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The pre-Roe statute prohibited performance of an abortion on a pregnant woman unless the procedure was “necessary to preserve her life or health and done for that purpose.”1  The statute, which has not been repealed,2 has not been declared unconstitutional nor has its enforcement been enjoined.  Because the scope of the health exception is not defined, the statute may not effectively prohibit many abortions, even if Roe v. Wade were overruled.3       


1 Ala. Code tit. 14, § 9 (1958).

2 See Ala. Code § 13A-13-7 (1994).

3 If Roe were overruled, an argument probably would be made that the undefined health exception should be given an open-ended interpretation.  Such an argument could be based upon the broad interpretation the Supreme Court gave to the undefined health exception in the District of Columbia statute in United States v. Vuitch, 402 U.S. 62, 72 (1971) (“the general usage and modern understanding of the word ‘health’ . . . includes psychological as well as physical well-being”).  In Doe v. Bolton, 410 U.S. 179 (1973), the companion case to Roe v. Wade, the Court, relying on Vuitch, held that in determining whether an abortion is medically necessary, “all factors–physical, emotional, psychological, familial, and the woman’s age–relevant to the well-being of the patient” may be considered.  Id. at 192.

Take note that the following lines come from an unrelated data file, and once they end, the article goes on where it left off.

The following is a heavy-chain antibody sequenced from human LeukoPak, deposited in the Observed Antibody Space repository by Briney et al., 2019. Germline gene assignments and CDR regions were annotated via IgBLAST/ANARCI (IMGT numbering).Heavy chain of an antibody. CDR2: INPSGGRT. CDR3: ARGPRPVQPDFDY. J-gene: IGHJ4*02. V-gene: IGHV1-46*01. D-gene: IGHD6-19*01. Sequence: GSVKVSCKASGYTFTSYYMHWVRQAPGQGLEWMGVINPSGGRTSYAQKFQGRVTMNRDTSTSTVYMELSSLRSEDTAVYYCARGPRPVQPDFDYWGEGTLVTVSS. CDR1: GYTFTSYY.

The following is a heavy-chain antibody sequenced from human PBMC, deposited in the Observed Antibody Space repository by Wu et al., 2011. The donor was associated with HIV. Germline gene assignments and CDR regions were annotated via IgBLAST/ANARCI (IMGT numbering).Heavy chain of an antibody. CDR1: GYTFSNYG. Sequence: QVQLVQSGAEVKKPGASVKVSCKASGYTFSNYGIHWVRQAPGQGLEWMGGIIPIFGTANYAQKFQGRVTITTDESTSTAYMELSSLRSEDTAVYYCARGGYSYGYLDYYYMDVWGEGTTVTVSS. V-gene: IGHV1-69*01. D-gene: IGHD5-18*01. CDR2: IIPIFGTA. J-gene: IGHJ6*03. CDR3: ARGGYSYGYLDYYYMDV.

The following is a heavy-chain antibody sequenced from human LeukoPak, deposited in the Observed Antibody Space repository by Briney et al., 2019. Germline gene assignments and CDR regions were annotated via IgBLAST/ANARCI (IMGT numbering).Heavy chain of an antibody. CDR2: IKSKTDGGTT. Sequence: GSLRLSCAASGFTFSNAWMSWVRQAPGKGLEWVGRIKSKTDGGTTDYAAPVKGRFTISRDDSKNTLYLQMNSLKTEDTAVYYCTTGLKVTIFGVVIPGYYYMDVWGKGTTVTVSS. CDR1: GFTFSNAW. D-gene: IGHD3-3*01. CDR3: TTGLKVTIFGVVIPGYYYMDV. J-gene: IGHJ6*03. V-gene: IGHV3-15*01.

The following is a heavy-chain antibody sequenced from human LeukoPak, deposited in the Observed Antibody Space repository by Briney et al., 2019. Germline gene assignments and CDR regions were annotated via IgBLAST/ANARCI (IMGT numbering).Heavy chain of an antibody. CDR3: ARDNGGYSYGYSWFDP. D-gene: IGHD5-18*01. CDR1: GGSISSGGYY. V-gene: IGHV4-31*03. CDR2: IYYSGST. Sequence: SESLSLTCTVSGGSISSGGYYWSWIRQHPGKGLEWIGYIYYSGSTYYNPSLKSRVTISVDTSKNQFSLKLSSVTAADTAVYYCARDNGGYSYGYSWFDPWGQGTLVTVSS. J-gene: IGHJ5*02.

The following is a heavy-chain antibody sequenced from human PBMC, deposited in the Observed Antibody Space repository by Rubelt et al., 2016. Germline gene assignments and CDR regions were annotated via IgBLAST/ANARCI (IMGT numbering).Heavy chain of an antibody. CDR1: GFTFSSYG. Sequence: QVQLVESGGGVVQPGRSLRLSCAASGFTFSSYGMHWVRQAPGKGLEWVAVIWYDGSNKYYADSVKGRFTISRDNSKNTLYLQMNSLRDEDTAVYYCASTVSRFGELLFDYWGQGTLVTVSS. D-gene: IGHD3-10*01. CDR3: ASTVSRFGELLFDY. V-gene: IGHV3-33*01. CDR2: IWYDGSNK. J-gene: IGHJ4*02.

© 2005 Life Legal Defense Fund. All rights reserved.
May be reprinted without permission but with attribution to the Life Legal Defense Fund.